C: screengrab of CNBC News
For years, Big Oil denied there was a problem with climate change and carried on drilling, deliberately creating doubt over the science. They could have acted decades ago, but they did not.
As our climate crisis intensified, the industry shifted its public relations strategy and started touting natural gas as a so-called “clean” bridge fuel, a stepping stone if you like, from dirty oil to renewables. There were major flaws in that argument, that gas is neither green nor clean, as OCI and others have repeatedly pointed out.
The other blatantly obvious flaw that climate activists pointed out was that the climate emergency was so urgent that we did not have time to carry on the fossil fuel age in any shape or form, whether oil or gas, and we should be investing in renewables now.
Another warning activists gave was that as the climate emergency worsened, and as the cost of renewables plummeted, that fossil fuels would become stranded, economically and ecologically unviable. Conventional wisdom was that the first fossil fuels to be stranded would be the costly, dirty reserves, like tar sands or deep offshore reserves.
The industry carried on drilling, ignoring the growing storm clouds on the horizon. But with COVID-19, the perfect storm has broken with a vengeance. With a plummeting oil price coupled with flatlining demand, and a realization that the old normal is not coming back, oil and gas companies are in trouble.
Two weeks ago, there was what I termed an “historic moment” when BP slashed up to USD 17.5 billion off the value of its assets after lowering its longer term price assumptions in the wake of COVID-19. In the words of the Financial Times, BP “expects” the pandemic “to hasten the shift away from fossil fuels.” BP’s assets were essentially stranded.
BP is no longer alone. Earlier this week, Shell followed suit, announcing it would slash up to USD 22 billion from the value of its assets.
Once again in the words of the Financial Times, “energy executives and analysts increasingly believe the pandemic will not only stall demand for oil and gas for a prolonged period but also accelerate the global shift towards cleaner fuels.”
Whereas BP’s write-offs were largely in dirty heavy oil and offshore, what will be sending shocks waves through the industry is that Shell’s write-downs are in gas.
As the FT stated: “Shell’s gas business, in which it has invested heavily following the $53bn acquisition of BG Group in 2016, will take the biggest impairment hit at $8bn to $9bn.”
In response, Wood Mackenzie analyst Luke Parker, said in a note reported by Axios, that “within this write down, Shell is giving us a message about stranded assets, just like BP did a few weeks ago.”
“Just a few years ago, few within the oil and gas industry would even countenance ideas of climate risk, peak demand, stranded assets, liquidation business models and so on. Today, companies are building strategies around these ideas,” said Parker.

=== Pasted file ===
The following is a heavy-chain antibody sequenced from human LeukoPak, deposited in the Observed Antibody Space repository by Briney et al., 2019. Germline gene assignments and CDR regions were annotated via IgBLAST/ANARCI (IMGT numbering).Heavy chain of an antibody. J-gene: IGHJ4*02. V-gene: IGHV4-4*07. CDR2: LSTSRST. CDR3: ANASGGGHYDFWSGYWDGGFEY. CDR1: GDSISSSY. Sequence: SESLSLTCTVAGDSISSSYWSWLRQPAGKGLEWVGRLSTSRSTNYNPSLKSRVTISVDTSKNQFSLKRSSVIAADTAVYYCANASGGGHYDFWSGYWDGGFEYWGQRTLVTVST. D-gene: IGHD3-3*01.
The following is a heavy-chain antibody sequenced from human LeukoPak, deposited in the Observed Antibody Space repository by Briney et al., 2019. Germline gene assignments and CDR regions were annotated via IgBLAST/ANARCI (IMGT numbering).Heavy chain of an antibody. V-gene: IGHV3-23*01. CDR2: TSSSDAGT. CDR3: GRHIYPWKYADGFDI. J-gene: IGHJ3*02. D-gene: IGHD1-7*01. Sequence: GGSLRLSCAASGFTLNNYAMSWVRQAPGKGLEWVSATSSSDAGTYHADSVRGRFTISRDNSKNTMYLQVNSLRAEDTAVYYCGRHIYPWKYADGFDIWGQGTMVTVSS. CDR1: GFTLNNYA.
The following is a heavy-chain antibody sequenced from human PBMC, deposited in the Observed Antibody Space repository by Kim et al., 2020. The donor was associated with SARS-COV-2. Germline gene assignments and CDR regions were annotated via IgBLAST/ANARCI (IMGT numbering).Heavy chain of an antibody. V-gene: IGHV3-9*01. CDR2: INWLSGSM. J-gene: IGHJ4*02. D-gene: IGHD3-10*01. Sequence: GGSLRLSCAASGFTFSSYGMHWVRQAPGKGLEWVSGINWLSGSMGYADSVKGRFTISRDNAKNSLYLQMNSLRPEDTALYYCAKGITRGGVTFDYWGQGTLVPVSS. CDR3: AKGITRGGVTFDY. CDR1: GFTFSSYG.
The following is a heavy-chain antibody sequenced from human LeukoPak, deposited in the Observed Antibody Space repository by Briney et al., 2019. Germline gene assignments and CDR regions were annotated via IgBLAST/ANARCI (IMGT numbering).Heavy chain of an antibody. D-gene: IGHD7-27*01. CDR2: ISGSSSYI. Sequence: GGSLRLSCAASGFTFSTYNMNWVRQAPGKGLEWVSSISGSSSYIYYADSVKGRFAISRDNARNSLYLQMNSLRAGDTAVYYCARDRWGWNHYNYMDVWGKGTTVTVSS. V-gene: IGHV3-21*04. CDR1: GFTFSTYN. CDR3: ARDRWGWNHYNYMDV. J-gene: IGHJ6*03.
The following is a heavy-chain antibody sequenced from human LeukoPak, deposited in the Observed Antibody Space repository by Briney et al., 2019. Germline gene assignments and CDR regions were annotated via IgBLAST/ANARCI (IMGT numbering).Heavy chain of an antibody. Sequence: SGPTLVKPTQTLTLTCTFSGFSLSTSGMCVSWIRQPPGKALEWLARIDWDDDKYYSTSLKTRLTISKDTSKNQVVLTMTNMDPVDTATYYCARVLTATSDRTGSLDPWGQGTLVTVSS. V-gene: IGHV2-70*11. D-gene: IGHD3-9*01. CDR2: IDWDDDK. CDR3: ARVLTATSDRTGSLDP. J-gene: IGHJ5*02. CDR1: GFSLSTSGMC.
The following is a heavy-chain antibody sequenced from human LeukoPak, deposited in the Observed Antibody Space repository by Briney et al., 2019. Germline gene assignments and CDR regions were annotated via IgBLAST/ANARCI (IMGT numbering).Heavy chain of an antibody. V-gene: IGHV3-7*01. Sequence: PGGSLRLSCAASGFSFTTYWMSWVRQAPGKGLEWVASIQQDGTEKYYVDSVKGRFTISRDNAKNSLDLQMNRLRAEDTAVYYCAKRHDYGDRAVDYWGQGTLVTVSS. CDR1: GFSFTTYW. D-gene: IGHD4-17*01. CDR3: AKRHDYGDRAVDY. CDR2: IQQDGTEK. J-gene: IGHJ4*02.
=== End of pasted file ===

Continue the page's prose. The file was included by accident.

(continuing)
Oil Change International’s Lorne Stockman also adds that Shell’s announcement “should not come as a surprise. Climate campaigners have been telling the industry that its assets are overvalued for years now. Shell is certainly no exception.”
Stockman continued: “It should not have taken a global pandemic for oil companies to realize that planning on rising demand for oil and gas forever was wishful thinking at best, and reckless disregard for human life at worst. This write down should be just the beginning.”
He also picked up on the gas write down angle: “It is also worth noting that over 40% of the impairment is attributed to Shell’s gas assets,” said Stockman. “Gas is not a bridge fuel, nor a safe investment. Shell has been a leader in peddling the gas myth for a decade or more, and it’s now clearer than ever that gas is over-supplied, over-hyped, and out of time.”
Stockman finished by saying: “Shell should now be planning for a future with not only lower oil and gas prices, but one in which oil and gas is phased out for good.”
One company that is out of time is Chesapeake Energy, once seen as the “poster child” of the U.S. fracking revolution, which was crippled by debt. As many people had predicted it filed for bankruptcy protection on Sunday, leaving initial debts of USD 7 billion.
There are indications that other companies could be heading for trouble too. Indeed, the Guardian noted on Monday, in the wake of Chesapeake’s collapse, “oil industry analysts said they expected more higher-cost and indebted shale companies to fold or be bought by competitors because of low oil and gas prices.”
Influential investor and commentator, Jim Cramer, said “what felled them was they had too much natural gas.” What was once their greatest asset had once again become their greatest liability.
The reality is that the so-called fuel of the future that the industry relied on to make money for the next few decades; gas, is now also heading for the history books. Meanwhile, investors are getting burnt badly and losing billions.
Between Shell and Chesapeake Energy, nearly USD 30 billion of assets have been written off as stranded. Just think how many solar panels or wind turbines that would have bought.